On Thursday, a Soyuz rocket is to transport the three astronauts to the International Space Station, departing from the Baikonur cosmodrome in the Kazakh desert. The coronavirus pandemic means that there isn't the usual amount of Wellwishers lining the streets to see the astronauts on their way, but the flight is historic. It marks the end of NASA's dependence on Russian missiles for manned space travel and the return of crewed launches to the United States. However, NASA says American astronauts may still go into space with a Soyuz capsule in the future.
Since NASA discontinued its space shuttle program in 2011, the Russian spaceport has been the only facility that operates manned flights from space from China. But that will change soon. SpaceX is preparing for its first NASA crewed mission to the space station, which could launch from Florida late next month. Boeing has also signed a crew flight contract with NASA, although the program was delayed by several months after a series of mistakes during a test mission last year. For the first time in almost a decade, NASA has the ability to send people into space.
"It's an amazing time to be with this agency," said NASA administrator Jim Bridenstine during a press conference in December. "We will launch American astronauts on American missiles from American soil. It's overdue. “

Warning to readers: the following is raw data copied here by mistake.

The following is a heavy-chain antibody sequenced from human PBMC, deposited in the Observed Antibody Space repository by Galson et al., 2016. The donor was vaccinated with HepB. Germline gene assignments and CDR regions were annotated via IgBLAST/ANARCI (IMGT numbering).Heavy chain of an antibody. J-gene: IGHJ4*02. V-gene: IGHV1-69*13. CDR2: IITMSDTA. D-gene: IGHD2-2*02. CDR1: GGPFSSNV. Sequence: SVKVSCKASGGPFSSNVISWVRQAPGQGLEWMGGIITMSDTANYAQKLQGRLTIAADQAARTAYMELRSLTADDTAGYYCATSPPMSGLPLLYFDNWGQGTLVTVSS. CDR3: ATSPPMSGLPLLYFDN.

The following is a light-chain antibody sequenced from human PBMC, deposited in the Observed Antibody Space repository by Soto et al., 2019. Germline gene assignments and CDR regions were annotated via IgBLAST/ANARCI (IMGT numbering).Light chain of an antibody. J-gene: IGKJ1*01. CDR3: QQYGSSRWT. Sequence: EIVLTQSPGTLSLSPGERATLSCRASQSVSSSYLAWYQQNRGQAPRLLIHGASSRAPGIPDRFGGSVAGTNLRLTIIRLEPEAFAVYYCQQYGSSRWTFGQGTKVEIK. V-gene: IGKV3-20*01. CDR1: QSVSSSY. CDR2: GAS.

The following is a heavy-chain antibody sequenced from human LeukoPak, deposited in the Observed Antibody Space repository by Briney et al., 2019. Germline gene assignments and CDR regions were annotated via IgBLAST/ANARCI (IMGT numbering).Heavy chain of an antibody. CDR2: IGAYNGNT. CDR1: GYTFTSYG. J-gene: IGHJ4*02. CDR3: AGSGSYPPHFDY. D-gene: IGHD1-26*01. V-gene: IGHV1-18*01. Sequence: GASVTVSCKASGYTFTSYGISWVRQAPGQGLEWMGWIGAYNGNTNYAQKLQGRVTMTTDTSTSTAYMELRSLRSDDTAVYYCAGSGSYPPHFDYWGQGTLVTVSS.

Chris Cassidy, who is going to the ISS for the third time, will be the only American astronaut on Thursday. His two flight attendants Ivan Vagner and Anatoly Ivanishin are both cosmonauts at Roscosmos, Russia's national space agency. Cassidy is a veteran of the shuttle program and flew a Soyuz rocket in 201
According to a NASA spokesman, Cassidy's headquarters is the last one that the agency bought from Roscosmos. "However, NASA is currently negotiating an additional seat with Roscosmos," the spokesman wrote in an email to WIRED. "Once NASA certifies the Boeing and SpaceX spacecraft, NASA expects to work with Roscosmos and international partners to continue to fly mixed crews."
NASA's dependence on Russia to send people into space was expensive. A seat in a Soyuz capsule today costs $ 86 million, an increase of almost 400 percent in about a decade and a half. A 2016 NASA General Inspectorate report found the Roscosmos agency would pay more than $ 3.4 billion until SpaceX and Boeing were ready to fly. However, if you are the only one with access to the space station, you can calculate what you want.
Returning takeoffs to the United States can save NASA a lot of money on crew flights. Last year, the General Inspectorate determined that a seat in the SpaceX Crew Dragon capsule will cost only $ 55 million and a seat in the Boeing Starliner capsule will cost around $ 90 million. (Boeing officials disputed this number on the grounds that the company's capsule could also carry cargo worth a crew member, which it claims brings the seat price closer to $ 70 million.) Still, both price tags are still far cheaper than one seat the space shuttle.
The launch of Soyuz on Thursday marks the end of the longest period in NASA history since human spaceflight began, when the agency was unable to launch its own astronauts into space. The rebirth of American space crew is led by Doug Hurley, who piloted NASA's last shuttle mission and was one of two astronauts in SpaceX's first crew. Hurley and his crew partner Bob Behnken may be riding a kite in space this summer, but when it comes to mythical animals, it seems more of a phoenix.
More great WIRED stories